Background: Uveitis describes a heterogeneous group of conditions characterized by intraocular inflammation. Since most of the sight-threatening forms of uveitis are individually rare, there has been an increasing tendency for clinical trials to group distinct uveitis syndromes together despite clear variations in phenotype which may reflect real aetiological and pathogenetic differences. Furthermore this grouping of distinct syndromes, and the range of manifestations within each uveitis syndrome, leads to a wide range of possible outcome measures. In this study we wished to review the degree of consensus or otherwise in the choice of primary outcome measures for registered clinical trials related to uveitis.
Methods: Systematic review of data provided in clinical trial registries describing clinical trials dealing with medical treatment of intermediate, posterior, or panuveitis through 01 October 2013. We reviewed 15 on-line clinical trial registries approved by the International Committee of Medical Journal Editors. We identified all that met the following inclusion criteria: prospective, interventional design; target populations with intermediate, posterior or panuveitis; and one or more pre-specified outcome measures that were related to uveitis. Primary outcome measures were classified in terms of type (efficacy or safety or both; single, composite, or multiple); dimension (disease activity, disease damage, measured or patient-reported visual function); and domain (the specific study variable being measured).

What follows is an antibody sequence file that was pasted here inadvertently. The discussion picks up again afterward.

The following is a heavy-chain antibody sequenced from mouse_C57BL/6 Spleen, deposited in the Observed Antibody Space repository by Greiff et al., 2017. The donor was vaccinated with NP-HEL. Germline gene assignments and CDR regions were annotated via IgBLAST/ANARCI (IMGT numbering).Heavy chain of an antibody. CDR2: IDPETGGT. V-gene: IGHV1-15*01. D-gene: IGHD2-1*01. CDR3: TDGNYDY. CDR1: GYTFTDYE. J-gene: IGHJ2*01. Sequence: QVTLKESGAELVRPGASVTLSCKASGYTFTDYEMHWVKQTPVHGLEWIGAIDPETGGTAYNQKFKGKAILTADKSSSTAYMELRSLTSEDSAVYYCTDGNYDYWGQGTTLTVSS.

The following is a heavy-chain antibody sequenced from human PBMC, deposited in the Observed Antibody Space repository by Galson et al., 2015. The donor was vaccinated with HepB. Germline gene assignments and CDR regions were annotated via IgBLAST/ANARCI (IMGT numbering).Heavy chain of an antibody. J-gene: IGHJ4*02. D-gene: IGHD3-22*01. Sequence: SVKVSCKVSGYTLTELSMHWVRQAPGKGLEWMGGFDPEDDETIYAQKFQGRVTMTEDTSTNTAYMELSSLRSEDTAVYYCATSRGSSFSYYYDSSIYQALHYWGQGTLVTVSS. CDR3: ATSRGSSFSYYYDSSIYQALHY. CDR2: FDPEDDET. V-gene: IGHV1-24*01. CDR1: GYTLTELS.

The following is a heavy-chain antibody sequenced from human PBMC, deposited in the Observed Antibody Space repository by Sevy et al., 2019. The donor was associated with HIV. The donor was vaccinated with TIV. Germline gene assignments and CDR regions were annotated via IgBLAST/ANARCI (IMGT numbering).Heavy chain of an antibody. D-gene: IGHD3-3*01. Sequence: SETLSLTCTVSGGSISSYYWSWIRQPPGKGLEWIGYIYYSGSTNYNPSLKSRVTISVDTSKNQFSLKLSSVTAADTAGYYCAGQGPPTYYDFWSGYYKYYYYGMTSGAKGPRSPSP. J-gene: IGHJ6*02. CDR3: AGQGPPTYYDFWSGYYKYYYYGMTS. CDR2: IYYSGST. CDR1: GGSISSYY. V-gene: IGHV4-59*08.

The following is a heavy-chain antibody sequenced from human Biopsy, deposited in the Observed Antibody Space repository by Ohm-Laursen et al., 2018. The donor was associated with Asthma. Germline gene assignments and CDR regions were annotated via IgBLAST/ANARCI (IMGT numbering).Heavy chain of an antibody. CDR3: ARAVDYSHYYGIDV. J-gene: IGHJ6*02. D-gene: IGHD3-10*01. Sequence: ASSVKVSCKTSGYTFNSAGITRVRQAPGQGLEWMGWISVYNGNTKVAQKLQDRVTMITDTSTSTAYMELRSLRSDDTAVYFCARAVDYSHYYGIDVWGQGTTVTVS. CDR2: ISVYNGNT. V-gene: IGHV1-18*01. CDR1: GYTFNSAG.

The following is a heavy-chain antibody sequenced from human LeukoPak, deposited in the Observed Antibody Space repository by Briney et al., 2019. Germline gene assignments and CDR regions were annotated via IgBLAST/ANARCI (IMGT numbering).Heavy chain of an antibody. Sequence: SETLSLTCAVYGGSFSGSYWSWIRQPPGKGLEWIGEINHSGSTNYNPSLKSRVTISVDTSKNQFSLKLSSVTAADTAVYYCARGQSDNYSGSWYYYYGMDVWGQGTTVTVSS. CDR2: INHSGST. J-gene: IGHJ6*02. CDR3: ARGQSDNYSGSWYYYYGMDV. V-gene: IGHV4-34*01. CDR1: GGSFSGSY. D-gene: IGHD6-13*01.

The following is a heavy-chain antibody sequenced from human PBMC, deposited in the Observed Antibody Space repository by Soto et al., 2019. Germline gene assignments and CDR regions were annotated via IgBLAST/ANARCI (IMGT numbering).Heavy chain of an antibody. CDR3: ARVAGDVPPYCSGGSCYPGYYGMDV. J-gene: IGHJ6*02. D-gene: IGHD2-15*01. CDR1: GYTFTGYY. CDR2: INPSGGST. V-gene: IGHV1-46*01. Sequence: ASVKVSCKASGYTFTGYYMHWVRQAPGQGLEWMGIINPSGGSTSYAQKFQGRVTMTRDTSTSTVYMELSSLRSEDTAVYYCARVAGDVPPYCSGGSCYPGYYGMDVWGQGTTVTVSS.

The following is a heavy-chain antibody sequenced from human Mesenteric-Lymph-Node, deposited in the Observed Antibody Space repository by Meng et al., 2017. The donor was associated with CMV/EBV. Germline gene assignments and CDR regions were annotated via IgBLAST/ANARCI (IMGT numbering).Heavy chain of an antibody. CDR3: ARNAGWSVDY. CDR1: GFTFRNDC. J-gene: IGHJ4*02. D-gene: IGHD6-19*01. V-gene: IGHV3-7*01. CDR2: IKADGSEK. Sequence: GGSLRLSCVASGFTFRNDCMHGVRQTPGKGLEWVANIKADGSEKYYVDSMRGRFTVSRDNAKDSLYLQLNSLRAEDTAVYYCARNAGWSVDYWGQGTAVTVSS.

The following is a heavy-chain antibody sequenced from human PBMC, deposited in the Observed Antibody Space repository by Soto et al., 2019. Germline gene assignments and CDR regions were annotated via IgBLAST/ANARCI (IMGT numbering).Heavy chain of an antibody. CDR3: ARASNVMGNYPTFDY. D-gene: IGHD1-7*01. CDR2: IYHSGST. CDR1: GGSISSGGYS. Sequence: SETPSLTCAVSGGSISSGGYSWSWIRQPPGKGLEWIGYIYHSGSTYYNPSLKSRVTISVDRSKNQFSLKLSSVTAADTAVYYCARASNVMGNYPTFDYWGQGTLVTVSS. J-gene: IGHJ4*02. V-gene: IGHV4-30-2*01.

Results: Of 195 registered uveitis studies, we identified 104 clinical trials that met inclusion criteria. There were 14 different domains used as primary outcome measures. Among clinical trials that utilized primary outcome measures of treatment efficacy (n = 94), 70 (74 %) used a measure of disease activity (vitreous haze in 40/70 [57 %]; macular oedema in 19/70 [27 %]) and 49 (70 %) used a measure of visual function (visual acuity in all cases). Multiple primary outcome measures were used in 23 (22 %) of 104 clinical trials. With regard to quality, in 12 (12 %) of 104 clinical trials, outcome measures were poorly defined. No clinical trial utilized a patient-reported study variable as primary outcome measure.
Conclusions: This systematic review highlights the heterogeneity of outcome measures used in recent clinical trials for intermediate, posterior, and panuveitis. Current designs prioritize clinician-observed measures of disease activity and measurement of visual function as outcome measures. This apparent lack of consensus regarding outcome measures for the study of uveitis is a concern, as it prevents comparison of studies and meta-analyses, and weakens the evidence available to stake-holders, from patients to clinicians to regulators, regarding the efficacy and value of a given treatment.